How will the new gambling tax affect you?

How will the new gambling tax affect you?

Monday, 7 October 2013

Alex Rousso explains.

Although it has been in the offing for some time, we now know that plans to introduce a tax to online gaming will be implemented from December 1, 2014. The exact form of that tax is not yet certain, as the government is asking for views on its proposal to be submitted by September 30, 2013.

It seems likely, however, that the new tax will be applied on a “place of consumption” basis – so if the player is from the UK, any poker site servicing that client will have to pay this tax on their profit from the player, regardless of where the parent company operates from. This will hit companies like Ladbrokes, William Hill and, as they have their operations based in Gibraltar, and currently only pay a 1% levy, capped at £425,000, for all of their gaming operations. At present, the government is proposing a 15% tax on so-called remote gross gambling yield – the same as level for domestic (ie UK-based) internet betting companies.

Commentators in the poker world were quick to state that it will not affect poker players that much. I think that may be largely true for money-losing poker players, although the less revenue each company makes from poker, the less interest they will have in promoting it, and therefore the fewer marketing dollars will come poker’s way in the future. This may mean less added value to prize pools, or domain-specific promotions such as rake races, and possibly even land-based events if they are linked to online operations.

For the money-making poker player, the outlook may be less optimistic. Granted, the tax is not – as with some countries, such as France – levied directly as a percentage of rake. That could well spell disaster for many players. But even under the proposed tax, these players will be affected.

Let’s put it this way: nothing about the new tax directly affects the number of money-losing players there are, or how much they lose. Hence, the net amount of money taken out of poker remains the same. It’s simply that now there’s another player in the mix. Before it was both money-making players and poker sites taking money-losing players’ money, but with the extra tax revenue, the government will effectively become another horse at the trough, a third drain on that resource.

Poker players themselves can’t really react to this change. If they could step up their skill level and hourly rate, they already would do so (laziness aside!). As we’ve seen in the past, however, poker sites can react. They’ve already recognised that money-making poker players are a drain on their profits. It’s understood in the industry that new players tend to register on a site, lose a certain amount of money, and never come back again. Of course, for each individual player, there are up and downs, perhaps some of them are lucky enough to bink a win and withdraw a profit, but on average, it’s simply a question of how long they last. The problem for poker sites is that sharks make the fish lose their money quicker – money that otherwise the sites would have earned.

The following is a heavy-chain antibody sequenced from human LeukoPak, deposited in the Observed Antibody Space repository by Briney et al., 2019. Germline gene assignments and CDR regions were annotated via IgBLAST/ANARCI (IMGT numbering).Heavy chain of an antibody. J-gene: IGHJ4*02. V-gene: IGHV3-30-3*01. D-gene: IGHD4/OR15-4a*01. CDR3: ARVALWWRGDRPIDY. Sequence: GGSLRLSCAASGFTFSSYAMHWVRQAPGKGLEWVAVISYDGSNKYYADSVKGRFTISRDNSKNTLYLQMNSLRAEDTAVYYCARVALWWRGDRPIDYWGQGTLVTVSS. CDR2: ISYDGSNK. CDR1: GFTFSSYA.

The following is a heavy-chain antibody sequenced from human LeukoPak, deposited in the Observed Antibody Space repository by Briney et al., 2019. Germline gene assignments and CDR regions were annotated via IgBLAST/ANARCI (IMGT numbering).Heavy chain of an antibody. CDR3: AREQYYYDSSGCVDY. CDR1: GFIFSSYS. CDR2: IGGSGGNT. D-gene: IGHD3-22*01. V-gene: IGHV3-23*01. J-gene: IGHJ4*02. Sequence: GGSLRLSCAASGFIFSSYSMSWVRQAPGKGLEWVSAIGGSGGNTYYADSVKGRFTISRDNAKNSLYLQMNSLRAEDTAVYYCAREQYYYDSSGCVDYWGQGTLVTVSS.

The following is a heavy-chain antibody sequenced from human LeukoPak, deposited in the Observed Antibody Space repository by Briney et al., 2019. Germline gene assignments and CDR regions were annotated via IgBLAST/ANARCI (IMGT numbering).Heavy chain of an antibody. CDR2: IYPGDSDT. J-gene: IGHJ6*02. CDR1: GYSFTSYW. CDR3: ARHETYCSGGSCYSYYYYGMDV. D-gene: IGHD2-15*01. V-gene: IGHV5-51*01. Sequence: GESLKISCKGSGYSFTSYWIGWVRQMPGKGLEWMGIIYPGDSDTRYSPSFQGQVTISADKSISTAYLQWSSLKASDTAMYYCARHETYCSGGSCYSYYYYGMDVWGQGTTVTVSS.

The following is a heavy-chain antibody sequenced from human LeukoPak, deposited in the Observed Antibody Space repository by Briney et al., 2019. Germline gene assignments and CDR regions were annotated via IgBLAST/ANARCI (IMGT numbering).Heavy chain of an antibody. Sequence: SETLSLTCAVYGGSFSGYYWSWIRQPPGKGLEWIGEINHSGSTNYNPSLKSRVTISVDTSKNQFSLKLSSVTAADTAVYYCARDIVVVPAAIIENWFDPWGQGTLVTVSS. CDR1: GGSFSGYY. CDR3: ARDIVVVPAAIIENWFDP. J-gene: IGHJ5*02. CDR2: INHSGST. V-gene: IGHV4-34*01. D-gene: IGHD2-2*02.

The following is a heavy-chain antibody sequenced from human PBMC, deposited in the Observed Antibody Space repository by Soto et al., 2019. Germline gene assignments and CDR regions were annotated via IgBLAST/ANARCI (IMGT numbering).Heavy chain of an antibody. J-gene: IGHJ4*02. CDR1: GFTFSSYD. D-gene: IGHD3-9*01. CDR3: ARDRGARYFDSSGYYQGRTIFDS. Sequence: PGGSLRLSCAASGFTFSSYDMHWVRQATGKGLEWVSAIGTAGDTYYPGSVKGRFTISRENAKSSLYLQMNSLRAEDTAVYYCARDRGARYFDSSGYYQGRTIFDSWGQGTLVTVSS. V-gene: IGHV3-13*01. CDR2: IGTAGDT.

The (increased) presence of a fourth agency in this symbiosis threatens to exacerbate the problem. And you can bet that the poker sites will react by doing more to protect their margins. So we will have yet more of the measures that decrease skill edge: anonymous tables, obstructing HUDs, disabling third parties from data-mining, and so on. All of this will continue to erode the value that the shark can get out of the fish.

Imagine a shark-combating tactic such as a site blocking its SNG data from being read by Sharkscope. If we put all players on a spectrum in terms of BBs/hour, we can expect that there will be a bell curve of skill distribution, with its centre at somewhere just below the break-even point. The net effect of the site blocking Sharkscope mining its data is, of course, to shift the bell curve ever so slightly to the left (ie, to the negative). Imposing a new tax on the whole industry has the same effect: it basically drops everyone’s hourly rate, and thus it shifts the bell-curve of skill distribution to the left.

Interestingly, in the above example, not all players will be affected equally. Any changes that affect the edge a player can have will have a disproportionately large effect on the relatively less skilful. Thus, a bunch of players who were making small money will now be breaking even, or perhaps slightly money-losing. By contrast, those (admittedly fewer) players who were further to the right, and making decent money, will have dropped down in hourly rate about the same amount, but as a percentage of their profitability, it won’t be that bad.

This may in itself yield an interesting result. Presumably some of those professional micro-grinders who were making enough to get by (having to play at quite low stakes with a low BB/hour) will now give up playing and get other work. Either that, or they will have to drop down another level and commensurately increase the number of tables they play. Eventually, they will hit a wall, as there is a certain level below which the rake is simply too high to outstrip. Secondly, as some sites have already noticed, if they limit the maximum number of tables, that will also stymie the micro-grinders. So not only will players get closer to the wall, the wall may yet come closer to them!

In conclusion, although this has been a long time coming, and we are late to the party in comparison with other countries, online poker will soon be taxed in the UK, and there will be a knock on effect in terms of profitability for money-making players.

Recreational players shouldn’t be affected too badly. In fact, if the websites become more aggressive in their fight against money-making players on their site, it may well have a long term positive effect for them.

Tags: Strategy, Alex Rousso